> > too -- at least I assume it is.  I could stand to be corrected on that
> >
> >Steven Dapra
> >sjd at swcp.com
> >
> >
> >
> >At 02:57 PM 3/22/07 -0400, Bob Casparius wrote:
> >>The National Climate Data Center [NCDC] even says that any increase in
> >>water vapor in the atmosphere is due to increases in atmospheric
> >>temperature. Therefore, the increased atmospheric temperature must be
> >>to something other than increased water vapor. And if there is
> >>water vapor in the atmosphere it is due to increased atmospheric temp.
> >>
> >>The following is from http://lwf.ncdc.noaa.gov/oa/climate/gases.html
> >>
> >>"Water Vapor is the most abundant greenhouse gas in the atmosphere,
> >>is why it is addressed here first. However, changes in its
> >>is also considered to be a result of climate feedbacks related to the
> >>warming of the atmosphere rather than a direct result of
> >>industrialization. The feedback loop in which water is involved is
> >>critically important to projecting future climate change, but as yet
> >>still fairly poorly measured and understood.
> >>
> >>As the temperature of the atmosphere rises, more water is evaporated
> >>ground storage (rivers, oceans, reservoirs, soil). Because the air is
> >>warmer, the relative humidity can be higher (in essence, the air is
> >>to 'hold' more water when its warmer), leading to more water vapor in
> >>atmosphere. As a greenhouse gas, the higher concentration of water
> >>is then able to absorb more thermal IR energy radiated from the Earth,
> >>thus further warming the atmosphere. The warmer atmosphere can then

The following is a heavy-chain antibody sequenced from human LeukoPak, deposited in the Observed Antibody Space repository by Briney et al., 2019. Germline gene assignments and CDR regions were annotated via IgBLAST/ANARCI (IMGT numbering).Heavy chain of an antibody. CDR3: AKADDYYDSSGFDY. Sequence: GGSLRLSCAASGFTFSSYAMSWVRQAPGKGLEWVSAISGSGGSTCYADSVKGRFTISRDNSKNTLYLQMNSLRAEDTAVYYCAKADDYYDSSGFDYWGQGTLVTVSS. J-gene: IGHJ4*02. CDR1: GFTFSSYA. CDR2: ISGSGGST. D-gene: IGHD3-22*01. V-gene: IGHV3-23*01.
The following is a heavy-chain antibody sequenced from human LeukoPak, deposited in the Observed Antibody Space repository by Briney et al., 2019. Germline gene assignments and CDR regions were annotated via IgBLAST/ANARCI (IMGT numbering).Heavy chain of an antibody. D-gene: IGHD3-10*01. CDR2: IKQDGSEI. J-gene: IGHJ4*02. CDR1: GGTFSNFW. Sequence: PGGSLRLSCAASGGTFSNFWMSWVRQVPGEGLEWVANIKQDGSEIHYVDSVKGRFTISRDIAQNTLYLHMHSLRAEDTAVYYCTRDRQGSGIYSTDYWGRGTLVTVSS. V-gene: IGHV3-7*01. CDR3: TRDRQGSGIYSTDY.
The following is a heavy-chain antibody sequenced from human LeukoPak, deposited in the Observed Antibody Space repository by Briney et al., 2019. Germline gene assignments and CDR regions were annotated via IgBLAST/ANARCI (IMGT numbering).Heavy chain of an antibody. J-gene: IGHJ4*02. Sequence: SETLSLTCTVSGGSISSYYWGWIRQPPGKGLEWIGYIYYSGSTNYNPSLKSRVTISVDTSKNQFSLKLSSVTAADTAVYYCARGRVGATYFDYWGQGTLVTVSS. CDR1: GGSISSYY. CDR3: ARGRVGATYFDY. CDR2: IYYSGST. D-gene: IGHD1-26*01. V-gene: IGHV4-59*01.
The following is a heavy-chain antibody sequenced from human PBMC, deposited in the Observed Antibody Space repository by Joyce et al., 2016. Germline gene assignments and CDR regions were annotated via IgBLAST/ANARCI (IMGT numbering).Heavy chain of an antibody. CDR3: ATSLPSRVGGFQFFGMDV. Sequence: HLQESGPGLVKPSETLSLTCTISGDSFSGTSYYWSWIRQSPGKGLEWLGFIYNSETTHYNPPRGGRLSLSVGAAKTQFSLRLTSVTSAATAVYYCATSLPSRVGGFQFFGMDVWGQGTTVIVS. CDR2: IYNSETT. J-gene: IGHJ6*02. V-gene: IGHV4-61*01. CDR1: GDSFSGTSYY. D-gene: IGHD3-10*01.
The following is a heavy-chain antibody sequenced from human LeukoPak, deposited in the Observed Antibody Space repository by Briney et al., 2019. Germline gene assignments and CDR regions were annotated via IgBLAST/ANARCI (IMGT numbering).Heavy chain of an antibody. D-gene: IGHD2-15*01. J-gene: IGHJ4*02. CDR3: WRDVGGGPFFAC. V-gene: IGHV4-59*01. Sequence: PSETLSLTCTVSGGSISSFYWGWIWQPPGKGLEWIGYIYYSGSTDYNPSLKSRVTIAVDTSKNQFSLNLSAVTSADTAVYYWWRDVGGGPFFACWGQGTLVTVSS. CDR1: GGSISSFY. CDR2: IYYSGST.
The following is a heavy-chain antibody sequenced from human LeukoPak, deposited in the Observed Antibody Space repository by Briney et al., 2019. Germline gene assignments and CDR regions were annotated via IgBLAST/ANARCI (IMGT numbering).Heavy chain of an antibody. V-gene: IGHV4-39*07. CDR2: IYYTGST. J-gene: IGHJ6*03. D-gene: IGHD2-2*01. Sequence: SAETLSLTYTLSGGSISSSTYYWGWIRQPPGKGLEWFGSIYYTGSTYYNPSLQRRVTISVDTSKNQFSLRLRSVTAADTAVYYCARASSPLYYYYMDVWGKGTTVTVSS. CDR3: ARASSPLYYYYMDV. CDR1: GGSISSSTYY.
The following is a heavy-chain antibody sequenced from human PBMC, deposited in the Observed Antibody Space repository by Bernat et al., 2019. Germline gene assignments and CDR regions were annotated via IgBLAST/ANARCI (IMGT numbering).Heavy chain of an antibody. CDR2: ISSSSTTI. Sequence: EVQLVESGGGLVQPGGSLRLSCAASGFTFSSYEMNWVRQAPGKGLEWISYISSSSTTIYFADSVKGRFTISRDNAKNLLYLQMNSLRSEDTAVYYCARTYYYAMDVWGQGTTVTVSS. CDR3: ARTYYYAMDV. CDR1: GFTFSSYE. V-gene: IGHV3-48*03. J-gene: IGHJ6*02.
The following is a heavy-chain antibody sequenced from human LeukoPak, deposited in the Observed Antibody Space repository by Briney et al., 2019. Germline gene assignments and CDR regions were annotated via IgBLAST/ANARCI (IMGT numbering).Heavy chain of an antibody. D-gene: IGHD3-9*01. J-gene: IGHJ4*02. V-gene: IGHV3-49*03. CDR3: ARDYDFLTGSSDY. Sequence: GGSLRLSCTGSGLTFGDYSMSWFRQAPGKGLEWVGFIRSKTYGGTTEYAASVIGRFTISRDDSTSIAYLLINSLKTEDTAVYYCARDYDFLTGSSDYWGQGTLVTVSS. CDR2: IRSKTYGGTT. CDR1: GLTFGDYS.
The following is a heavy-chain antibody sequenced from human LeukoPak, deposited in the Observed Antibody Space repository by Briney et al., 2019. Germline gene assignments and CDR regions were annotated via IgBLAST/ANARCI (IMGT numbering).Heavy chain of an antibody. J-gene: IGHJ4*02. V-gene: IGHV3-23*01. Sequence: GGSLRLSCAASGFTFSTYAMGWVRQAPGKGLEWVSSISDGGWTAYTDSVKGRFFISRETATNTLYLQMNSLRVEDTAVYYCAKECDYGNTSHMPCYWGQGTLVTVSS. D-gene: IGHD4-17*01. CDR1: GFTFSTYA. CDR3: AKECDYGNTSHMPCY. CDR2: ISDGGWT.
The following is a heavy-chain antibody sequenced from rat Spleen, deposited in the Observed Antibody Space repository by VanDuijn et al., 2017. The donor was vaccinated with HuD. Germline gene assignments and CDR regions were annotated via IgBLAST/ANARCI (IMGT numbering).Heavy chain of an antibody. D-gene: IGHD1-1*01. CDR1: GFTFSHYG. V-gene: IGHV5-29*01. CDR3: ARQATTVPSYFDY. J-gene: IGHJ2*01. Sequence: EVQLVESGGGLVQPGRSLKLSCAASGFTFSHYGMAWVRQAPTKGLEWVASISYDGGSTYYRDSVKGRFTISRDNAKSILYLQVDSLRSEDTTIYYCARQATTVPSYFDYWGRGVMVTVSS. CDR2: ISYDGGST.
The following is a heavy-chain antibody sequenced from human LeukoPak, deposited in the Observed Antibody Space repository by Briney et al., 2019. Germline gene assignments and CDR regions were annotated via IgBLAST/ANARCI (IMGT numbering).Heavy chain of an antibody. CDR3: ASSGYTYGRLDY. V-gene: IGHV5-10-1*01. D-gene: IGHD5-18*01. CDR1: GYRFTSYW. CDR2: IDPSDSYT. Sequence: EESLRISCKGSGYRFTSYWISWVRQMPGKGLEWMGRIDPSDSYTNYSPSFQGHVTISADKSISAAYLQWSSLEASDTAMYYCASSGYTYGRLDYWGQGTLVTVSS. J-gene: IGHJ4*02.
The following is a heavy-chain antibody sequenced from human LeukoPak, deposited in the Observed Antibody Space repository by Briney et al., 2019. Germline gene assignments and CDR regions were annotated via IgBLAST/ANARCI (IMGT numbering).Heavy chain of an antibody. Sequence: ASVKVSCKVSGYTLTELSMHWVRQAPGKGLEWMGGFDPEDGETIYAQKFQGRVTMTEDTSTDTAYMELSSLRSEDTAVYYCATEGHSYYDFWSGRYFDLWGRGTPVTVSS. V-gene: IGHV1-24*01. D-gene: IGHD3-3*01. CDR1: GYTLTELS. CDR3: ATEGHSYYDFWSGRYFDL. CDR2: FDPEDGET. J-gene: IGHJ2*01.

> >>more water vapor and so on and so on. This is referred to as a
> >>feedback loop'. However, huge scientific uncertainty exists in
> >>the extent and importance of this feedback loop. As water vapor
> >>in the atmosphere, more of it will eventually also condense into
> >>which are more able to reflect incoming solar radiation (thus allowing
> >>less energy to reach the Earth's surface and heat it up). The future
> >>monitoring of atmospheric processes involving water vapor will be
> >>critical to fully understand the feedbacks in the climate system
> >>to global climate change. As yet, though the basics of the
> >>cycle are fairly well understood, we have very little comprehension of
> >>the complexity of the feedback loops. Also, while we have good
> >>atmospheric measurements of other key greenhouse gases such as carbon
> >>dioxide and methane, we have poor measurements of global water vapor,
> >>it is not certain by how much atmospheric concentrations have risen in
> >>recent decades or centuries, though satellite measurements, combined
> >>balloon data and some in-situ ground measurements indicate generally
> >>positive trends in global water vapor."
> >>
> >>The website: http://www.clearlight.com/~mhieb/WVFossils/ice_ages.html
> >>
> >>That Steven Dapra sites appears to be promoting coal as an energy
> >>which is another source of CO2 when burned. This makes you wonder if
> >>are not bias in their presentation of global warming. Check out the
> >>discussion of strip mining:
> >>
> >>http://www.geocraft.com/WVFossils/StripMiner.html
> >>
> >>Bob
> >
> >[edit]
> >
> >
> >
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>Robert Casparius
>Radiation Safety Officer
>Department of Environmental Health & Safety
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Robert Casparius
Radiation Safety Officer
Department of Environmental Health & Safety